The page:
• The baby wakes up every 1–1.5 hours at night and asks for food, and during the day he usually eats after 3 hours, which means that he is unlikely to feel hungry.
  • The child eats very little at night: he kissed his chest for a minute or a bottle, ate 10-20 ml and fell asleep - in this case, he does not have a goal to eat.
  • If there is an association for sleep, but the daily appetite does not suffer, mother and baby get enough sleep, there is nothing to worry about. In order for the number of nightly awakenings and feedings to allow sufficient sleep, even if there is an association for sleep, the child must be well suited to sleep and wakefulness.

Is it possible to change the habit of eating at night and when should I wait?

As much as one would like to reduce the number of night feedings, there are situations when they are necessary. For example, a baby in the first months of life does not gain weight well, there are problems with lactation (little milk, false breastfeeding), adaptation to a therapeutic mixture with a specific taste and refusal to wake up, the baby feels unwell (sick, teeth are being cut), a child is experiencing a developmental leap, stress, a long separation from her mother.

The assistance will depend on the age and the reason for the predominance of night eating. In the first months of life, with the "confusion of day and night," it is important to show the baby when it is day and when it is night. For daytime sleep, you do not need to create a strong blackout, and at night you need to ensure maximum darkness in the room. Limit overly long naps. All activities, walks, communication - during the day, no games at night.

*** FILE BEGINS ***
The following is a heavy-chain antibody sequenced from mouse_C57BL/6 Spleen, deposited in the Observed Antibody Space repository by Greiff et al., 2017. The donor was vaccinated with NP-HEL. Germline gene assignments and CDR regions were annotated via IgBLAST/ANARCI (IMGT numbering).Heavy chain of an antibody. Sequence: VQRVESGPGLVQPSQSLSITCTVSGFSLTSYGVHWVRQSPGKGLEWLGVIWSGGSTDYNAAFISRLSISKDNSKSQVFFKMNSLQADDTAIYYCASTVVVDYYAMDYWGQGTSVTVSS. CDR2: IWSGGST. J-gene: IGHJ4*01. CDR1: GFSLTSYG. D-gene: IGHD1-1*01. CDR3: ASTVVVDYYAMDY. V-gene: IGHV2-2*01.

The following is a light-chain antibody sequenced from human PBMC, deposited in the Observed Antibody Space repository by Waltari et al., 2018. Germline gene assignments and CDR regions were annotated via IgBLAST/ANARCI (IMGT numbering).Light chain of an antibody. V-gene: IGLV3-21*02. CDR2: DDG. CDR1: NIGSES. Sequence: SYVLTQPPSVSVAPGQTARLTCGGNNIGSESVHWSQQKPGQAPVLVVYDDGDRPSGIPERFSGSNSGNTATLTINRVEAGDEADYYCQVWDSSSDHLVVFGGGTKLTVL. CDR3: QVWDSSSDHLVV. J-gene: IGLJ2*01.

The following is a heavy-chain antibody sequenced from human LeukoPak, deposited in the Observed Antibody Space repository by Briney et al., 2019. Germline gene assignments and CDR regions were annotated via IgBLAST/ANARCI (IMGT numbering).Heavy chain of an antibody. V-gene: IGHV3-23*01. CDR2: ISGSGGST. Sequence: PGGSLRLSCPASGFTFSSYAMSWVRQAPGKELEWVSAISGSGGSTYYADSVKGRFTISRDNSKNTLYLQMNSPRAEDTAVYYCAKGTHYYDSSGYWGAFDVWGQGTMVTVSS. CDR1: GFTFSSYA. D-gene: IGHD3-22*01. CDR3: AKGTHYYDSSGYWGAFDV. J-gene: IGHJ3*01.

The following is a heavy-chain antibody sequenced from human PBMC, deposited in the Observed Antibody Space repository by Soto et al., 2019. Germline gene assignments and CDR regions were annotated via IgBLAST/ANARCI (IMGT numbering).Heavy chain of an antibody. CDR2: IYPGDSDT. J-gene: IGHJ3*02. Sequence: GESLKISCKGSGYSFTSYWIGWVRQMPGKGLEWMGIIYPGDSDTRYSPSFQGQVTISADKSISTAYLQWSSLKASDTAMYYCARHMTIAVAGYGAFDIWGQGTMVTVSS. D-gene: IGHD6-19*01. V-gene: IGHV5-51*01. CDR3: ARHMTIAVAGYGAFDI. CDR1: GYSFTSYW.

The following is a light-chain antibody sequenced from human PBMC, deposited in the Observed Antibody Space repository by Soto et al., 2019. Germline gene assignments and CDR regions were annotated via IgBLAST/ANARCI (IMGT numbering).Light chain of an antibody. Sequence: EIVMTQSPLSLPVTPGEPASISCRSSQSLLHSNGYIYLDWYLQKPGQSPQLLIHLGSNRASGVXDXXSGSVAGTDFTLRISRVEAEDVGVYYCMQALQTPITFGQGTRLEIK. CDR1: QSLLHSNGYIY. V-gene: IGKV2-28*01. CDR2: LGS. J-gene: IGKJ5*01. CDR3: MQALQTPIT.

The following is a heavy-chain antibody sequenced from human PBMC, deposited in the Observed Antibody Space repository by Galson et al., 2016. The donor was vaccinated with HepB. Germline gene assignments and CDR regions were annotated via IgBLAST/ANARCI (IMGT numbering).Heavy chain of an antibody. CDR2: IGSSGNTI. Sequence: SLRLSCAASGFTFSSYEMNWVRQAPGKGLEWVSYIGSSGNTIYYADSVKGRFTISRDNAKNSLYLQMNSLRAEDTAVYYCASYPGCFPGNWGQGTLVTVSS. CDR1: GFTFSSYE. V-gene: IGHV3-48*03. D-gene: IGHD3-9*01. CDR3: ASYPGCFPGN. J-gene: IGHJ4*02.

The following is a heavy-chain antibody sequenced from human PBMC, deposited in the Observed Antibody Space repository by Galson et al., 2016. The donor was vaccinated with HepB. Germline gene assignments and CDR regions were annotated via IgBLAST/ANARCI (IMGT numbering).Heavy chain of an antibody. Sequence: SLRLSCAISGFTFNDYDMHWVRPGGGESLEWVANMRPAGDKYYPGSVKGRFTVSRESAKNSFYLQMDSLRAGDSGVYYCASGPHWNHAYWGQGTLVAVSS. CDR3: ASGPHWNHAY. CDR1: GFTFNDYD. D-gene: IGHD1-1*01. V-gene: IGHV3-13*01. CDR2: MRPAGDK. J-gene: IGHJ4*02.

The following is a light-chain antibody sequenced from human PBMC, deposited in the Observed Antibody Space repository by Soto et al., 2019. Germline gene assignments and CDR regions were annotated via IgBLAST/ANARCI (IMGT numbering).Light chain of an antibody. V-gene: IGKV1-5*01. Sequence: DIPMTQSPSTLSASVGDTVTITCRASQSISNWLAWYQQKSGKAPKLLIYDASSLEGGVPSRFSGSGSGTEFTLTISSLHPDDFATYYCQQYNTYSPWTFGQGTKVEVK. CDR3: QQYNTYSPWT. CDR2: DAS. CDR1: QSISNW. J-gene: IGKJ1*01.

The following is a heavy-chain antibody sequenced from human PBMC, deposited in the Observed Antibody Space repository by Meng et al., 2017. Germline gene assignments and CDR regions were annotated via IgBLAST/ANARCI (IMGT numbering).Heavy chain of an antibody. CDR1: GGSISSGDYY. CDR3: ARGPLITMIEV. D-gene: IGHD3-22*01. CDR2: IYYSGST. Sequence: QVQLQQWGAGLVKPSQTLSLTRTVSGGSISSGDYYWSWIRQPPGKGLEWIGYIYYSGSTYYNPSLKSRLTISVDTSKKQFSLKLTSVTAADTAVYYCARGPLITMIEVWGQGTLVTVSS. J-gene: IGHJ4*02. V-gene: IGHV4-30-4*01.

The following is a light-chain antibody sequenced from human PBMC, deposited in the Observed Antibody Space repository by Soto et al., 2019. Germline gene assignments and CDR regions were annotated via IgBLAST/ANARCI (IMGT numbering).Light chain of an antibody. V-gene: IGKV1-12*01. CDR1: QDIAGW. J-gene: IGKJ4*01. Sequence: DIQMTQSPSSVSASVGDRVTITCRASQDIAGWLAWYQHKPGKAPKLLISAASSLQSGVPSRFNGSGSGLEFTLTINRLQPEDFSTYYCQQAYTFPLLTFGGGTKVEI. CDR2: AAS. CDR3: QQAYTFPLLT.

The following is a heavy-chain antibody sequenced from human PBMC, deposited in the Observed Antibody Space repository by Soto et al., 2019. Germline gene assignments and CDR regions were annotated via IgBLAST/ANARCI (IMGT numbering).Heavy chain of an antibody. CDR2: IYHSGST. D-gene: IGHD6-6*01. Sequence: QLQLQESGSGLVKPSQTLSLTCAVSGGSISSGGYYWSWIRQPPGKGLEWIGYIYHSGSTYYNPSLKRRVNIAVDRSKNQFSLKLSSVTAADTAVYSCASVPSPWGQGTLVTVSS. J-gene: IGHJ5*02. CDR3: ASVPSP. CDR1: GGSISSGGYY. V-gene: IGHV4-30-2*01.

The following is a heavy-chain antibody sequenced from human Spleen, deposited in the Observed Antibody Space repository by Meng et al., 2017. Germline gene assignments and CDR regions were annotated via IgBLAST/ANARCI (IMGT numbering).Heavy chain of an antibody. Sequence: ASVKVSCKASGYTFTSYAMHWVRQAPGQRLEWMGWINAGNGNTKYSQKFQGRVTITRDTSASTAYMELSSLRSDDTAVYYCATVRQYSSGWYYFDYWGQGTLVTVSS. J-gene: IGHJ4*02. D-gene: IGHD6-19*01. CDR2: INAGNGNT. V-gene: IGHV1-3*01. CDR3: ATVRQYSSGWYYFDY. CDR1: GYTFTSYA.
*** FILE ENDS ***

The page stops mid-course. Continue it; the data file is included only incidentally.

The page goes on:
If the baby is distracted during feedings and “forgets” to eat, you need to create the most calm atmosphere during feedings: turn off the TV, do not use the phone, retire to a darkened quiet room, turn on white noise. You can put a bright scarf around your neck, slingobuses, any baby rattle on a ribbon. Try a different position with less visibility, such as kneeling facing you or in a sling.

With the introduction of complementary foods, do not rush to replace breastfeeding or mashed formula. The first vegetable or fruit purees are not comparable in calories to breast milk and formula. Occupying volume in the stomach, they reduce milk intake during the day. Complementary foods can fully replace feeding only after 8 months, when it will make up about 20–30% of nutrition and the baby will eat cereals, meat, and vegetables.

On mixed feeding, it is desirable to supplement the baby with the mixture in the required amount after each application to the breast, or feed the mixture by the hour (at regular intervals), and breastfeed on demand.

A breastfeeding working mother has the hardest time reducing the number of night feeds. To do this, you need to feed the baby often enough during the day, a maximum of 3–3. 5 hours. In the evening, you can reduce the intervals and in the last 3 hours before laying down, put the baby to the breast or give expressed milk every hour, after falling asleep at night around 23-24 hours, offer “sleep feeding”, feed in the morning upon waking up and before leaving the house.

Frequent night feedings are necessary for a child at certain periods of his life and development. The main difficulty is to understand when the crisis period has passed, to begin to distinguish between the child's need for food and his anxiety for other reasons. A child who wakes up at night is not always hungry, and acting always in the same way, you can fix the habit.

If you can't figure out your feeding schedule on your own, book an individual consultation. The BabySleep consultant team also includes consultants for breastfeeding and complementary foods. We will help you establish a comfortable feeding schedule for you and your baby and return your family to a restful sleep.